Off the wall question, but would some of the issues being explored in the book relate to us here in the real world?
I would like to think that there’s a good deal of content that is able to be related to and felt as though it could be real.
I already said my book deals heavily with fantasy, but the human connections and relationships are all human, they’re not dissimilar to our own issues and woes. Love, death, fear, all these things affect the real world and they’re all important in my work. I hope people can find lessons or realism within it.
What can you tell us about the setting that we will be seeing in this book?
My setting is kind of complicated, as the primary country of Armea is split into what I have deemed a “Tri-regency”. Essentially, this continent is divided up into three sections politically, and each one is ruled by a separate king or queen.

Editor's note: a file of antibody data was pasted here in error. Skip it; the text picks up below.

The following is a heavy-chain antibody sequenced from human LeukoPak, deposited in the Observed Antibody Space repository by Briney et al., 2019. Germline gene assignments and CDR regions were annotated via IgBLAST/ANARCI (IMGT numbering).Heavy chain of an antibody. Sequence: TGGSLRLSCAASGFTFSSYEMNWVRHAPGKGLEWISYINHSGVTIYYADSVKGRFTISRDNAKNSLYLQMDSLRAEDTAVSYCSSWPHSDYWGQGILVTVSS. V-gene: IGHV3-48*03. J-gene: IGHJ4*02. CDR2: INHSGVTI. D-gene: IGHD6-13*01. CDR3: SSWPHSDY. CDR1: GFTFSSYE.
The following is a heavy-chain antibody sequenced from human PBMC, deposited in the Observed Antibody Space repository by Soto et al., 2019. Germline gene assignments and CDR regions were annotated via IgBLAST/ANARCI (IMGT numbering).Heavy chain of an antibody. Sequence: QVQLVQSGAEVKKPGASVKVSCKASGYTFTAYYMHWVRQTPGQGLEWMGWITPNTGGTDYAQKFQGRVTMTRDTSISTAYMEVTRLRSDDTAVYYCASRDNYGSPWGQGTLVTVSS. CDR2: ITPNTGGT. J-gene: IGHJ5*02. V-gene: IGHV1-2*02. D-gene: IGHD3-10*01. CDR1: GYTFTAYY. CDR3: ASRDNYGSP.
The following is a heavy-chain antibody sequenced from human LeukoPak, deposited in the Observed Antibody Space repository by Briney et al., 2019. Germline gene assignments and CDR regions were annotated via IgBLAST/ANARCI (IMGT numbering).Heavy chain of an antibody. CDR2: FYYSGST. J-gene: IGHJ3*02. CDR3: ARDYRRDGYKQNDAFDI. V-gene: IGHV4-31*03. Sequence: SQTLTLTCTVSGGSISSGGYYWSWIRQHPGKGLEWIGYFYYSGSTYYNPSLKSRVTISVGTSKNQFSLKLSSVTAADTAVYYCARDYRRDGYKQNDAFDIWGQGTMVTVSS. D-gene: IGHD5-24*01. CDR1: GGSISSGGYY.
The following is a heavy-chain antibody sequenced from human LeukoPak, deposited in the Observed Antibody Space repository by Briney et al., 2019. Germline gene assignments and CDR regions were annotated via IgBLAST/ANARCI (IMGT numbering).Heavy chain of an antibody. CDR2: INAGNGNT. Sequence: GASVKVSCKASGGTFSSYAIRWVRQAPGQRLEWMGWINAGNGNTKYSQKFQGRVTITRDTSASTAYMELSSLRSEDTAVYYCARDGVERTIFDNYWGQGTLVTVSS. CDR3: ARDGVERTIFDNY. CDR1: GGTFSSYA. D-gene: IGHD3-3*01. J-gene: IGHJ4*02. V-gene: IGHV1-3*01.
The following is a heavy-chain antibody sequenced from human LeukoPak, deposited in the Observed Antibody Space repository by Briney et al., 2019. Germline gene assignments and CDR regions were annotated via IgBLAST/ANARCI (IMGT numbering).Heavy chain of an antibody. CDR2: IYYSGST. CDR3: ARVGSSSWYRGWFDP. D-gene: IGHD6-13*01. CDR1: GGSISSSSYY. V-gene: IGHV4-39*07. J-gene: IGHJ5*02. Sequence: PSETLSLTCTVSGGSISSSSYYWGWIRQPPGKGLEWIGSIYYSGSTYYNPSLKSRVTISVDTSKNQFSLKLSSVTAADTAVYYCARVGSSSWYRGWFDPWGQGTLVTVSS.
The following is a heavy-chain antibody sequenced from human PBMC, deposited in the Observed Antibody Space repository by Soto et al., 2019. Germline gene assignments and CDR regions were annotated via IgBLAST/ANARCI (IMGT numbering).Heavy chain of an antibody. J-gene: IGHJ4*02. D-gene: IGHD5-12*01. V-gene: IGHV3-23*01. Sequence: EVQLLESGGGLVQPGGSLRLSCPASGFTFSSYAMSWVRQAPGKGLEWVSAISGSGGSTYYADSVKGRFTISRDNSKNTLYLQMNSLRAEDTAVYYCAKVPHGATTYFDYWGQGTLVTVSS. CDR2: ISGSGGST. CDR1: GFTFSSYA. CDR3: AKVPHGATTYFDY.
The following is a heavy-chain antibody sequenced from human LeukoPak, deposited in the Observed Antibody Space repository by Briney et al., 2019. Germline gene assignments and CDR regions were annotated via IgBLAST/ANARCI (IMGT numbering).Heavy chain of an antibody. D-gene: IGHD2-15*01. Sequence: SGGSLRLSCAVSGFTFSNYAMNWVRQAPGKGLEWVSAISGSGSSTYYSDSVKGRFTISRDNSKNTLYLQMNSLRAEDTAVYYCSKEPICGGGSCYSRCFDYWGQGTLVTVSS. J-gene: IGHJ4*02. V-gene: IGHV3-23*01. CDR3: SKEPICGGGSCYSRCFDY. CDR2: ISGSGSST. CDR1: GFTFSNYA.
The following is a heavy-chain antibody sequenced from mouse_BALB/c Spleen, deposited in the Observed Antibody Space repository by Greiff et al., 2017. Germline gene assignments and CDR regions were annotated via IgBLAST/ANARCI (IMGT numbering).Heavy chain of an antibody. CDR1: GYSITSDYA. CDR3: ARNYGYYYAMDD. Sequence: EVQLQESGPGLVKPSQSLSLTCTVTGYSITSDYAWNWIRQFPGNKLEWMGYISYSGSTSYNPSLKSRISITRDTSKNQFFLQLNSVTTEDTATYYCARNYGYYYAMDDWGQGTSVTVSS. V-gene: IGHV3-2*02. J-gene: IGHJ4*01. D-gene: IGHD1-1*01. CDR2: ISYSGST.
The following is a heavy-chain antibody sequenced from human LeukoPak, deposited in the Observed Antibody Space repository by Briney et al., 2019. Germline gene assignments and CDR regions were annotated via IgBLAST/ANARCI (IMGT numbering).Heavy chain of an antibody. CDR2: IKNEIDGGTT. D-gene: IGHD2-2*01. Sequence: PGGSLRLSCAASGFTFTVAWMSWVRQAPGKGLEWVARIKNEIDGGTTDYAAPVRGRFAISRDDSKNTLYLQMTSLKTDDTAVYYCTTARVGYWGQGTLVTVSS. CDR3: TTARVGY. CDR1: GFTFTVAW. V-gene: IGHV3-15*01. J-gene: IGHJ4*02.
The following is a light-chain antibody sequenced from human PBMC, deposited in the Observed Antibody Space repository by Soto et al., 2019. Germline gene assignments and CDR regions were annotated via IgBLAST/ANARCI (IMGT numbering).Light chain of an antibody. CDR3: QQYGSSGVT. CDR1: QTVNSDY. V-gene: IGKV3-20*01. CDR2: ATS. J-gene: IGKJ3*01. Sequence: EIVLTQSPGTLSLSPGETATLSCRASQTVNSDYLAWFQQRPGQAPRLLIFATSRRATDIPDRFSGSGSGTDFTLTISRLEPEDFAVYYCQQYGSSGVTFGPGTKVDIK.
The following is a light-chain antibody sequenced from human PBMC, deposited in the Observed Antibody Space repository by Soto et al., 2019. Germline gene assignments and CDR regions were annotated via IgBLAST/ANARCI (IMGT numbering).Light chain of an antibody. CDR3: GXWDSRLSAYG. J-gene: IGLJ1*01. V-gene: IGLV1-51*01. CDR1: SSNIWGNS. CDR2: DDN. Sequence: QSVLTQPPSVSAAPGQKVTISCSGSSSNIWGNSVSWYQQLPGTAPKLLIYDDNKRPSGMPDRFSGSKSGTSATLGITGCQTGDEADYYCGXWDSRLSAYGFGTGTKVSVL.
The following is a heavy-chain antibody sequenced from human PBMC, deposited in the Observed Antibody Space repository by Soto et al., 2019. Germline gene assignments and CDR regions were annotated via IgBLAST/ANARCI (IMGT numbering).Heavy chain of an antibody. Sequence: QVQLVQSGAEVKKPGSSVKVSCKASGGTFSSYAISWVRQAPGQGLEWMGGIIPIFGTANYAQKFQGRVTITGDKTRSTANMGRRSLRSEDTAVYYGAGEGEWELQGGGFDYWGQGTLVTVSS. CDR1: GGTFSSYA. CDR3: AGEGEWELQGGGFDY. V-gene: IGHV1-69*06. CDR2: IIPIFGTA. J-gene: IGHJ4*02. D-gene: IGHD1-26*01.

All three regents make their own rules and govern as they wish, but the other regents have some say and control over what happens. It’s kind of like a separation of powers situation.
What cultures or societies can we expect to see and can you tell us about how you came up with creating these societies? Was it difficult to get deep into how the societies function?
Obvious the primary focus is on humanity in my book, and all six of my point of view characters are regular people. However, readers also get glimpses into elven society during this book, and will get a bit of information regarding dragons, and other beings.